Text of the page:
1911: Cultus Chikamen doggerel

A short post-frontier poem called “Cultus Chikamen” [‘Worthless Money’] by W.R. Gordon expresses an old-timer’s nostalgia for seemingly more prosperous days.

1906: California Hobucket mamook iskum dhuoyuatz

A photo of an apparent Chinuk Wawa speaker, tucked away in a multi-volume work on West Coast ornithology, is rare evidence of an uncommon, useful Jargon phrase…

Is Chinuk Wawa’s “dago” Spanish, or Salish?

There’s a fairly rare word of Chinook Jargon that’s pretty much known only from James G. Swan’s mid-1850s stay on Shoalwater Bay, Washington.

1897-98: Raoul Renault in Le Courrier du Livre

A Québécois literary magazine put a good chunk of page space into a look at the “Chinook paper”…

1895, Kootenays: the most cultus bunch around

The Kootenays of southeast British Columbia (and Washington and Idaho) were one of the last strongholds of Chinuk Wawa.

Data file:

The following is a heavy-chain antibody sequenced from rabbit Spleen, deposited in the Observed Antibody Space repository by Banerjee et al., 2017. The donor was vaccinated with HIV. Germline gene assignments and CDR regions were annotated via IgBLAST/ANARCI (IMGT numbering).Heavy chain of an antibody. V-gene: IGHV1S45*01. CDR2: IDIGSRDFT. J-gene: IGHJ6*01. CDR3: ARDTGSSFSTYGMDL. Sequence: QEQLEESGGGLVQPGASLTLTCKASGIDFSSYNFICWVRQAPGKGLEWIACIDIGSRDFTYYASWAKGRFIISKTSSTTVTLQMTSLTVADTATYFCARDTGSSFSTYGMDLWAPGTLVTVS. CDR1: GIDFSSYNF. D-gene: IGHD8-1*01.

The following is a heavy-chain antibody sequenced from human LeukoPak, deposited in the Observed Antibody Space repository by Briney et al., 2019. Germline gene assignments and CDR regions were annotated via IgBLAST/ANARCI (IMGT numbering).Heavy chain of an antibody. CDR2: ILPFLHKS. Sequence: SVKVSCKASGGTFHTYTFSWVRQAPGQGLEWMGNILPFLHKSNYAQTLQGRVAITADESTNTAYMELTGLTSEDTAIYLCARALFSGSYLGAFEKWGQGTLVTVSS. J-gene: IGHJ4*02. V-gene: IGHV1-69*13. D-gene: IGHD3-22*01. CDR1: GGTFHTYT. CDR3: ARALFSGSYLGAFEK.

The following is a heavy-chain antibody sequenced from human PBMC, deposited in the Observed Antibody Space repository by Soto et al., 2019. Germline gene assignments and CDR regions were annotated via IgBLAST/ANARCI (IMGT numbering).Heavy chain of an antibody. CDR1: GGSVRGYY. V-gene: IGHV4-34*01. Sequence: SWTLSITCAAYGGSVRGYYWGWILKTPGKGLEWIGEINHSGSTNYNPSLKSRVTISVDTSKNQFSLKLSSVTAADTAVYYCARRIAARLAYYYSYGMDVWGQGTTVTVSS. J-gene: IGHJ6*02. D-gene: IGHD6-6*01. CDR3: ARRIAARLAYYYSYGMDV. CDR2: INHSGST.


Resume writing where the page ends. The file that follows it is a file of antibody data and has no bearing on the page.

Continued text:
H. Guillod, Chinook, and Alberni Indians

We learn some background on one of the original documentors of British Columbia Chinook Jargon, from an old British Protestant magazine.

Cryptic “cumtux” in a real rough Arizona newspaper

Your guess is as good as mine about this funny slug of out-of-place Chinook…

The Indians will have plenty of muck-a-muck for the winter

A century and a half later, I wish all my readers háyú mə́kʰmək for the coming year.

What do Mary’s little lamb and Chinuk Wawa have to do with each other?

This one gets pretty free-range…

1881: Remoter Sechelts don’t know Chinuk Wawa

For a community who embraced “Chinook Writing” and Chinook Jargon in the 1890s, the Sechelt Salish people of BC’s Sunshine Coast surprise us by their 1880s unfamiliarity with Jargon.